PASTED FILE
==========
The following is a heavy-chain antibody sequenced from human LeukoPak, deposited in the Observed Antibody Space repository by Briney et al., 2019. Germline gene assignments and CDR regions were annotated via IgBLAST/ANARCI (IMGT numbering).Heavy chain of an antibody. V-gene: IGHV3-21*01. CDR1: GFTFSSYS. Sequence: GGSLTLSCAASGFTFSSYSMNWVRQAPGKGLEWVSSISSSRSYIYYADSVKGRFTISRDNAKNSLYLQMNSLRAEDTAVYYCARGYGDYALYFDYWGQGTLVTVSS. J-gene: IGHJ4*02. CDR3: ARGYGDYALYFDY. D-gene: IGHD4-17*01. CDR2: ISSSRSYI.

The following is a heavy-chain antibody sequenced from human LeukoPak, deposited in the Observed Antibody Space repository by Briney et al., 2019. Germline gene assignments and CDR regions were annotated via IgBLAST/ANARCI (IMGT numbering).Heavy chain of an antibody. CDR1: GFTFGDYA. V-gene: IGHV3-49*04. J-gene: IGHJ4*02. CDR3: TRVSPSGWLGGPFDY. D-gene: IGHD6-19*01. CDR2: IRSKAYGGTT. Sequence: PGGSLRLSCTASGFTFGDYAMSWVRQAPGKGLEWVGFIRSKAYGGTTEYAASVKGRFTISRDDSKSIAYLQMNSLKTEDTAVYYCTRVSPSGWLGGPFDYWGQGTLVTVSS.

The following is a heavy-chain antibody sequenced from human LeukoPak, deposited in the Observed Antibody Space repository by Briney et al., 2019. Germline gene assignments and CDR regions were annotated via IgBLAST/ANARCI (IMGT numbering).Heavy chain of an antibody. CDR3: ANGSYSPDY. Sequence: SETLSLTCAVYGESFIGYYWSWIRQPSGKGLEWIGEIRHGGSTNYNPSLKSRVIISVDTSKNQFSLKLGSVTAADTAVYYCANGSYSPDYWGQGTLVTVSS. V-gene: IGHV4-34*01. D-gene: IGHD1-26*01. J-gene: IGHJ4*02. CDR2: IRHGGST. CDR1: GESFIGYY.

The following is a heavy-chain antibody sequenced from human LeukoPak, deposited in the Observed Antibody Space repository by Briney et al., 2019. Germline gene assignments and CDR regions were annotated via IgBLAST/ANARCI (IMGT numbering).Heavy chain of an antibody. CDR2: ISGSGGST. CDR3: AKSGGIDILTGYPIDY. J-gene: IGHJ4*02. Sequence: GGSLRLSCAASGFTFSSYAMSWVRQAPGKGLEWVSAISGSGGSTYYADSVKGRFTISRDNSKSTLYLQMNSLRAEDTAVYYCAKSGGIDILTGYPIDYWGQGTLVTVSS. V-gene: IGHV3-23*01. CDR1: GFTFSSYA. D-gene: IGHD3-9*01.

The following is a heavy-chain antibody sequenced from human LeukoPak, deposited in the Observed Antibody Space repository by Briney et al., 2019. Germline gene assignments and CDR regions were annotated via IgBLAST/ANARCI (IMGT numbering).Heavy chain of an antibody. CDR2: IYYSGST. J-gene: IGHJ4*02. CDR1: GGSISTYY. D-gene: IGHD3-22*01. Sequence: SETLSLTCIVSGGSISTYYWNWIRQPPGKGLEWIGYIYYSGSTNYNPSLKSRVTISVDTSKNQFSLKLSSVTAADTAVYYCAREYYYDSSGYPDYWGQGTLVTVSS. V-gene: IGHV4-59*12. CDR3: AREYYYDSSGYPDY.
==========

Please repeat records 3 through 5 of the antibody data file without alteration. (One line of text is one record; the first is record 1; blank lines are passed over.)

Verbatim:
The following is a heavy-chain antibody sequenced from human LeukoPak, deposited in the Observed Antibody Space repository by Briney et al., 2019. Germline gene assignments and CDR regions were annotated via IgBLAST/ANARCI (IMGT numbering).Heavy chain of an antibody. CDR3: ANGSYSPDY. Sequence: SETLSLTCAVYGESFIGYYWSWIRQPSGKGLEWIGEIRHGGSTNYNPSLKSRVIISVDTSKNQFSLKLGSVTAADTAVYYCANGSYSPDYWGQGTLVTVSS. V-gene: IGHV4-34*01. D-gene: IGHD1-26*01. J-gene: IGHJ4*02. CDR2: IRHGGST. CDR1: GESFIGYY.

The following is a heavy-chain antibody sequenced from human LeukoPak, deposited in the Observed Antibody Space repository by Briney et al., 2019. Germline gene assignments and CDR regions were annotated via IgBLAST/ANARCI (IMGT numbering).Heavy chain of an antibody. CDR2: ISGSGGST. CDR3: AKSGGIDILTGYPIDY. J-gene: IGHJ4*02. Sequence: GGSLRLSCAASGFTFSSYAMSWVRQAPGKGLEWVSAISGSGGSTYYADSVKGRFTISRDNSKSTLYLQMNSLRAEDTAVYYCAKSGGIDILTGYPIDYWGQGTLVTVSS. V-gene: IGHV3-23*01. CDR1: GFTFSSYA. D-gene: IGHD3-9*01.

The following is a heavy-chain antibody sequenced from human LeukoPak, deposited in the Observed Antibody Space repository by Briney et al., 2019. Germline gene assignments and CDR regions were annotated via IgBLAST/ANARCI (IMGT numbering).Heavy chain of an antibody. CDR2: IYYSGST. J-gene: IGHJ4*02. CDR1: GGSISTYY. D-gene: IGHD3-22*01. Sequence: SETLSLTCIVSGGSISTYYWNWIRQPPGKGLEWIGYIYYSGSTNYNPSLKSRVTISVDTSKNQFSLKLSSVTAADTAVYYCAREYYYDSSGYPDYWGQGTLVTVSS. V-gene: IGHV4-59*12. CDR3: AREYYYDSSGYPDY.